Who is Evelyn?

I am an Outdoor Travel and Hiking Blogger.

I travel the world exploring the outdoors to appreciate all that our amazing world has to offer.
I am most inspired when hiking a new trail, watching wildlife, or venturing to a remote beach or waterfall.

My experience as an environmental educator and wildlife conservationist allows me a unique perspective.
I use this insight to share conservation considerations for visiting these destinations in a way that will be memorable and sustainable.

For more info, click here – About

Work with Me

I enjoy working with people and organizations who are passionate about exploring, hiking, and protecting our planet!

Let’s work together on:

– Custom travel itineraries
– Articles, Podcasts, Speaking Engagements, etc.
– Brand Collaborations

For more details, click here – Work with Me

How to Visit Salto de Baiguate

What if I told you that you could hike less than a mile round trip to see a stunning waterfall in the lush mountains of the Dominican Republic? In Jarabacoa, you can do just that by visiting Salto de Baiguate.  This scenic waterfall is part of a nature preserve designed to protect the biodiversity of the area.  I’ll give you all the details on how to find it, visit logistics, and details on the hike.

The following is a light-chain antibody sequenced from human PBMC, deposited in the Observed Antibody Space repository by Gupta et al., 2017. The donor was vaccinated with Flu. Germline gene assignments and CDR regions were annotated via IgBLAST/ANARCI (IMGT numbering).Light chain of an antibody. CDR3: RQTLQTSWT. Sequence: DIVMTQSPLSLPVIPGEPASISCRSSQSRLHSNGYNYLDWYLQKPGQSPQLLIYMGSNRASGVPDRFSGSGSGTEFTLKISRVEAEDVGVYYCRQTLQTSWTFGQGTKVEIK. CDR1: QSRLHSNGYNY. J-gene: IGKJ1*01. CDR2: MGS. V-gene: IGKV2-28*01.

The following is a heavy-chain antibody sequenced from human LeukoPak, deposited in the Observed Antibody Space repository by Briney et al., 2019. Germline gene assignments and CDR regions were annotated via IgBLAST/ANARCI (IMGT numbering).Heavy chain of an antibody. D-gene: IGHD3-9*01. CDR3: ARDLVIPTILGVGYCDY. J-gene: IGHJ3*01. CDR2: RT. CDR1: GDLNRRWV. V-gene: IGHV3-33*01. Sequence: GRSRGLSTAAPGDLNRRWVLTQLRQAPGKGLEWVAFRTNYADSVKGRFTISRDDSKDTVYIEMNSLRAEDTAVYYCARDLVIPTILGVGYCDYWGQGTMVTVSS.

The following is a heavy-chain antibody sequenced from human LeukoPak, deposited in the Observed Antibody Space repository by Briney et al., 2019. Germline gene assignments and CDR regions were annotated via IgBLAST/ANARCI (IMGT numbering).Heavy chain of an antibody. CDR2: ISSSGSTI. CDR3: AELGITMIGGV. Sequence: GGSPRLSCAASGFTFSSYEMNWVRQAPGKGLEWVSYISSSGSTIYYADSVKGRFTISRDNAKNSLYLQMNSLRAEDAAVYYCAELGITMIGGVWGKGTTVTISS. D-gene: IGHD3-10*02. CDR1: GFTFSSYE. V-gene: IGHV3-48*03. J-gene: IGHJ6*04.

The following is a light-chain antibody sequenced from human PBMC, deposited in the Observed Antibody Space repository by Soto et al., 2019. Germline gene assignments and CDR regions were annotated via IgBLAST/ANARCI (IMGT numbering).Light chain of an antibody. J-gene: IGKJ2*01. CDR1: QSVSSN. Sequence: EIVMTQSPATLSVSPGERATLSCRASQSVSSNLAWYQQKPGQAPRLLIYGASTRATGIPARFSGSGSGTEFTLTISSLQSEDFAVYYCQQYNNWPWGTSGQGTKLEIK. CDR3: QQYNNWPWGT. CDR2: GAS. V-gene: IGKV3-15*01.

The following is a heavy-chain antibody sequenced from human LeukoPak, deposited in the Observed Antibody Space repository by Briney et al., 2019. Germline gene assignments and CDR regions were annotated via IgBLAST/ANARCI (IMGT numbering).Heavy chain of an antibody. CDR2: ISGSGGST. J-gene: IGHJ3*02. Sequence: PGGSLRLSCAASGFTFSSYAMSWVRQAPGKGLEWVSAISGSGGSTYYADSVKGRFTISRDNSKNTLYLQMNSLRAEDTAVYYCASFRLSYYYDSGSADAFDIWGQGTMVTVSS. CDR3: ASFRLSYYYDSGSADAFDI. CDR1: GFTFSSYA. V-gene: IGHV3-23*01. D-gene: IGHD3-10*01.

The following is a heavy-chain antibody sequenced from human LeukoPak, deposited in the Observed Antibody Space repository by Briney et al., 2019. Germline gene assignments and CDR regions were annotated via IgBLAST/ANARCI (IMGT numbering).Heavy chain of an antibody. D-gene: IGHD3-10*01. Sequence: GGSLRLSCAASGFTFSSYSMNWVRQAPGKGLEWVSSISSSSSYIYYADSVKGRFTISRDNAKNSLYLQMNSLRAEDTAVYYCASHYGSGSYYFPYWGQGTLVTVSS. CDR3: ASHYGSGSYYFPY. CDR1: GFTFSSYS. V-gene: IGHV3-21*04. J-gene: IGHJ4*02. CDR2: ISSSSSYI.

Close up view of Salto de Baiguate waterfall surrounded by muddy boulders and green vegetation.
The perfect waterfall hike

Finding Salto de Baiguate

The entrance to the falls is a short ten-minute drive from Jarabacoa.  Be aware that searching for “Salto de Baiguate” in GPS will lead you to a private gate that is not the entrance to the falls.  To find the falls, use the following information:

Baiguate Parking Lot – 39WJ+MG8, Jarabacoa 41000, Dominican Republic

On the main road from Jarabocoa, you’ll see the arrow to turn right for Calle Entrada Salto Baiguate.  The road immediately splits, bear Left. Follow signs for the Salto to the end (approximately 2 km). 

In most scenarios, this drive in should be fine in a regular car.  There is one area in the final stretch where there is some gravel that can have water across the road if there has been a lot of rain.  An SUV would be helpful in this scenario but only necessary in extreme cases.

Visit Logistics

I have been dreaming of seeing this destination for years! It was even more incredible than I imagined. Here’s the basic info you need to know:

Salto de Baiguate cascades from the cliff in the middle of a lush green forest into a calm but muddy pool below.
What dreams are made of!

Parking

Parking is limited and free, however, it is customary to tip the security team that monitors your vehicle as you leave. 

Bathrooms

The bathrooms are located behind the main office building, which is at the start of the trailhead.  There are no bathrooms along the trail.

Registration

The office is open from 8 AM to 6 PM.  To register your party you will need to provide the number of people including gender and nationality information.  We did not have to pay to register and were even given candy!

Packing